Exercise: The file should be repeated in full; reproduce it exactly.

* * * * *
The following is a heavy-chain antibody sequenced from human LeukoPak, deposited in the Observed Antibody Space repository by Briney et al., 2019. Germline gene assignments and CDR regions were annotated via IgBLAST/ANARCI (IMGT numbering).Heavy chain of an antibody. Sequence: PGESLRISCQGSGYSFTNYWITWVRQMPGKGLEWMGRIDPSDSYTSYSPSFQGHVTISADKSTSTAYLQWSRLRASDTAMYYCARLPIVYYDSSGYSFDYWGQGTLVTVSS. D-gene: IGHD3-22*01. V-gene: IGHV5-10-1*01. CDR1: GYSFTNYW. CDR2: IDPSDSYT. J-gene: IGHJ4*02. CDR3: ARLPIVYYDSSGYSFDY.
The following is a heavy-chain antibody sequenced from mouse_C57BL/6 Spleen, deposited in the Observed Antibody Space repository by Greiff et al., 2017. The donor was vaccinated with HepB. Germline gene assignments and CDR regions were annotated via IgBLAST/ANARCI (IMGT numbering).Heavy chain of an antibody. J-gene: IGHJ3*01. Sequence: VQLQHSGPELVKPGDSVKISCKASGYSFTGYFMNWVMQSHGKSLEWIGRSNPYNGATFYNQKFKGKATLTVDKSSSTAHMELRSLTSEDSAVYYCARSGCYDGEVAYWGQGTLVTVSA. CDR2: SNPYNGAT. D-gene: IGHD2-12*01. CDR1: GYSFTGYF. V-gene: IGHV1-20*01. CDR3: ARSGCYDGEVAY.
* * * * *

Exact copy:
The following is a heavy-chain antibody sequenced from human LeukoPak, deposited in the Observed Antibody Space repository by Briney et al., 2019. Germline gene assignments and CDR regions were annotated via IgBLAST/ANARCI (IMGT numbering).Heavy chain of an antibody. Sequence: PGESLRISCQGSGYSFTNYWITWVRQMPGKGLEWMGRIDPSDSYTSYSPSFQGHVTISADKSTSTAYLQWSRLRASDTAMYYCARLPIVYYDSSGYSFDYWGQGTLVTVSS. D-gene: IGHD3-22*01. V-gene: IGHV5-10-1*01. CDR1: GYSFTNYW. CDR2: IDPSDSYT. J-gene: IGHJ4*02. CDR3: ARLPIVYYDSSGYSFDY.
The following is a heavy-chain antibody sequenced from mouse_C57BL/6 Spleen, deposited in the Observed Antibody Space repository by Greiff et al., 2017. The donor was vaccinated with HepB. Germline gene assignments and CDR regions were annotated via IgBLAST/ANARCI (IMGT numbering).Heavy chain of an antibody. J-gene: IGHJ3*01. Sequence: VQLQHSGPELVKPGDSVKISCKASGYSFTGYFMNWVMQSHGKSLEWIGRSNPYNGATFYNQKFKGKATLTVDKSSSTAHMELRSLTSEDSAVYYCARSGCYDGEVAYWGQGTLVTVSA. CDR2: SNPYNGAT. D-gene: IGHD2-12*01. CDR1: GYSFTGYF. V-gene: IGHV1-20*01. CDR3: ARSGCYDGEVAY.